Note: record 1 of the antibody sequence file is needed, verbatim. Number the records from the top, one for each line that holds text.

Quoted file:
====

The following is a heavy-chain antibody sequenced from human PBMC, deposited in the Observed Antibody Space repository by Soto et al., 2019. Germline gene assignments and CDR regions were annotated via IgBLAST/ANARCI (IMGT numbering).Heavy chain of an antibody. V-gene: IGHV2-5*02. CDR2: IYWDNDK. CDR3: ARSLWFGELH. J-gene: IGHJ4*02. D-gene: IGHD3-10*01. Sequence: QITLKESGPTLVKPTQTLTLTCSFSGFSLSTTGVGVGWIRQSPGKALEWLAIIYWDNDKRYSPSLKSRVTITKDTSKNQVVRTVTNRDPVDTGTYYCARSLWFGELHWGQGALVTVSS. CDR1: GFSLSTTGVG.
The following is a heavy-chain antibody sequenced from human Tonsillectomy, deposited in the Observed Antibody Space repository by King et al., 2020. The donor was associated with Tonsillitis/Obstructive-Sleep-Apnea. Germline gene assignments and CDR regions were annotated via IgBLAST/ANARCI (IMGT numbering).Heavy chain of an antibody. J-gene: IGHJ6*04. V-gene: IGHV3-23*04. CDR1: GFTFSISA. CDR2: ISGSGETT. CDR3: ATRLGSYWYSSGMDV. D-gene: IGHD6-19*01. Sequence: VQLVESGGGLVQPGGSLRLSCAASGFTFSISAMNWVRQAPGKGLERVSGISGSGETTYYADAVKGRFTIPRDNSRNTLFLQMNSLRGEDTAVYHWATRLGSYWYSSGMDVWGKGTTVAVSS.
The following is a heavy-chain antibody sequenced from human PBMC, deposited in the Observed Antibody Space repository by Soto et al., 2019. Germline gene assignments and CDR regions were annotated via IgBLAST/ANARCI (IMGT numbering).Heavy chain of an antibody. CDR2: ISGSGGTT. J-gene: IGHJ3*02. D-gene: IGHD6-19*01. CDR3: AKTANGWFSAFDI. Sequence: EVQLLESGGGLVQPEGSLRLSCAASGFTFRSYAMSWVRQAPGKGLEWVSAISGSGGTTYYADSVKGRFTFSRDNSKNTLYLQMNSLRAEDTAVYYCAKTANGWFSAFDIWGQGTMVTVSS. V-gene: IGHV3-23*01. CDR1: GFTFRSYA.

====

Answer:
The following is a heavy-chain antibody sequenced from human PBMC, deposited in the Observed Antibody Space repository by Soto et al., 2019. Germline gene assignments and CDR regions were annotated via IgBLAST/ANARCI (IMGT numbering).Heavy chain of an antibody. V-gene: IGHV2-5*02. CDR2: IYWDNDK. CDR3: ARSLWFGELH. J-gene: IGHJ4*02. D-gene: IGHD3-10*01. Sequence: QITLKESGPTLVKPTQTLTLTCSFSGFSLSTTGVGVGWIRQSPGKALEWLAIIYWDNDKRYSPSLKSRVTITKDTSKNQVVRTVTNRDPVDTGTYYCARSLWFGELHWGQGALVTVSS. CDR1: GFSLSTTGVG.